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J Bacteriol. 2009 December; 191(24): 7630–7631.
Published online 2009 October 9. doi:  10.1128/JB.01287-09
PMCID: PMC2786603

Complete Genome Sequence of the Probiotic Lactobacillus rhamnosus ATCC 53103 [down-pointing small open triangle]

Abstract

Lactobacillus rhamnosus is a facultatively heterofermentative lactic acid bacterium and is frequently isolated from human gastrointestinal mucosa of healthy individuals. L. rhamnosus ATCC 53103, isolated from a healthy human intestinal flora, is one of the most widely used and well-documented probiotics. Here, we report the finished and annotated genome sequence of this organism.

The complete genome sequence of Lactobacillus rhamnosus ATCC 53103 was determined by a whole-genome shotgun strategy with the Sanger method. Genomic libraries containing 2-kb inserts were constructed and sequenced, and 39,936 sequences were generated, giving 8.6-fold coverage from both ends of the genomic clones. Sequence reads were assembled with the Phred-Phrap-Consed program (2). Remaining gaps between contigs were closed by direct sequencing of clones. Prediction and annotation of protein-coding genes were performed as described previously (5).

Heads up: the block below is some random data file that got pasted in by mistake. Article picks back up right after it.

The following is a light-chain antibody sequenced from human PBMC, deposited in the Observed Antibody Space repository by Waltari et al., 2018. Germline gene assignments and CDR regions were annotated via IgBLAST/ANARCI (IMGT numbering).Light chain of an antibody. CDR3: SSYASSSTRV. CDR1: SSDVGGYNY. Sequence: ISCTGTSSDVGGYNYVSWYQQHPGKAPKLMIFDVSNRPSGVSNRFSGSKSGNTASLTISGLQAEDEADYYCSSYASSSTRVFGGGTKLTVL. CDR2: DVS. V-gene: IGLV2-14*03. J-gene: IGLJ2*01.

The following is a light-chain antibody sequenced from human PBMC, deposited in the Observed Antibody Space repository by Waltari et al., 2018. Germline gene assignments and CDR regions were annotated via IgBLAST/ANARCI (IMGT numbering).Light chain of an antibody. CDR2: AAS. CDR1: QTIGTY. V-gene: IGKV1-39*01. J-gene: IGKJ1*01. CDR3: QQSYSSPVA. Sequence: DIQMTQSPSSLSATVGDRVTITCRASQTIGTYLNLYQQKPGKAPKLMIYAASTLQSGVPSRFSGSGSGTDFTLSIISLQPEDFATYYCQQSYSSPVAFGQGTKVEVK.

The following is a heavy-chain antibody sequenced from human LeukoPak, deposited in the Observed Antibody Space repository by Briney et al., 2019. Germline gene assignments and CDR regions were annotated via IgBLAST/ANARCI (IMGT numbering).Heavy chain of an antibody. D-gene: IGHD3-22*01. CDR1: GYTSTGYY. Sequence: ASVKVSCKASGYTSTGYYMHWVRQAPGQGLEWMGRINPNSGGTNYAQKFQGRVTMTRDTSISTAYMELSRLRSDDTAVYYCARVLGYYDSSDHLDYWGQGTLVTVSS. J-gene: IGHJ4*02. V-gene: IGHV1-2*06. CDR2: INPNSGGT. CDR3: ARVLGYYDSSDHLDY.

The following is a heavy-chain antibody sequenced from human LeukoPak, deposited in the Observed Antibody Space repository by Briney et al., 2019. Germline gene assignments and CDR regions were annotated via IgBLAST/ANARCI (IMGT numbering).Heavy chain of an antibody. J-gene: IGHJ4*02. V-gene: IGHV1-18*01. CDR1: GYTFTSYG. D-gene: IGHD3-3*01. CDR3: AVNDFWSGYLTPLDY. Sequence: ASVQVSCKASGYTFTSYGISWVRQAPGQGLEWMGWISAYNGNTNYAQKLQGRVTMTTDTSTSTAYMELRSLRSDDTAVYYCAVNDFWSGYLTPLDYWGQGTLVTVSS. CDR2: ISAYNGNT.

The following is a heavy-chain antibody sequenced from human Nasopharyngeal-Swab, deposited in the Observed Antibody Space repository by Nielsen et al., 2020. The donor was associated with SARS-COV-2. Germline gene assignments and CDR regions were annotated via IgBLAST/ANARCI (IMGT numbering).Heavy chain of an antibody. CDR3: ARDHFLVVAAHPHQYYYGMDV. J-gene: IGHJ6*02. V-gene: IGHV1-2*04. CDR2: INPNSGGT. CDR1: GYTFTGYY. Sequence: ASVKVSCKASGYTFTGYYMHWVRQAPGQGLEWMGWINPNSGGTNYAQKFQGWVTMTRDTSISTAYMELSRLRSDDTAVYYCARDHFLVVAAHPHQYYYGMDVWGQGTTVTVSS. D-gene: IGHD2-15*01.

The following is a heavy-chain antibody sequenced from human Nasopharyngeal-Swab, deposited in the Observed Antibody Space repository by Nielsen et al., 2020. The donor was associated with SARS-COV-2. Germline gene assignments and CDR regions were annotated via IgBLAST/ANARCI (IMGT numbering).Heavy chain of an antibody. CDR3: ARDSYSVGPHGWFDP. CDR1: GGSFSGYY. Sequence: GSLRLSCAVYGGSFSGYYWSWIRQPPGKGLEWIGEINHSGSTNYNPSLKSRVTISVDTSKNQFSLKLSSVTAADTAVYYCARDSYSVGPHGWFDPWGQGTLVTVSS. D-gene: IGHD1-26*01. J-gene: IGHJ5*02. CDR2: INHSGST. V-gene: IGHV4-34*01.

The genome of L. rhamnosus ATCC 53103 consists of a circular 3,005,051-bp chromosome containing 2,834 predicted protein-coding genes and has no plasmid. Of all predicted protein-coding genes, we could assign 1,939 (68%) to known functions, 610 (22%) as conserved hypothetical genes, and 285 (10%) as novel hypothetical genes. This strain has a relatively high number of proteins involved in carbohydrate and amino acid metabolism and transport and defense mechanisms, compared with other sequenced intestinal lactobacilli. The genome encodes 28 complete phosphoenolpyruvate-carbohydrate phosphotransferase-type transporter systems (PTSs) and 25 putative glycosyl hydrolases, which are classified into 12 different carbohydrate-active enzyme families (http://www.cazy.org/). Of the 12 families, alpha-l-fucosidase (GH29) and alpha-mannosidase (GH38) are not found in other sequenced intestinal lactobacilli. Of the 28 PTSs, 12 are encoded by genes adjacent to glycosyl hydrolase genes and transcriptional regulator genes, allowing localized transcriptional control. This organism carries 22 multidrug ABC transporters, eight antimicrobial peptide ABC transporters, and seven beta-lactamases, suggesting its broad range of antibiotic resistance. The genome contains 17 complete two-component regulatory systems, which are most abundant among sequenced lactobacilli. Of the 17 sensor-responder pairs, 1 appears to be potentially associated with bacteriocin production, and 7 are located adjacent to genes for multidrug ABC transporters. Furthermore, the genome contains >90 putative transcriptional regulators.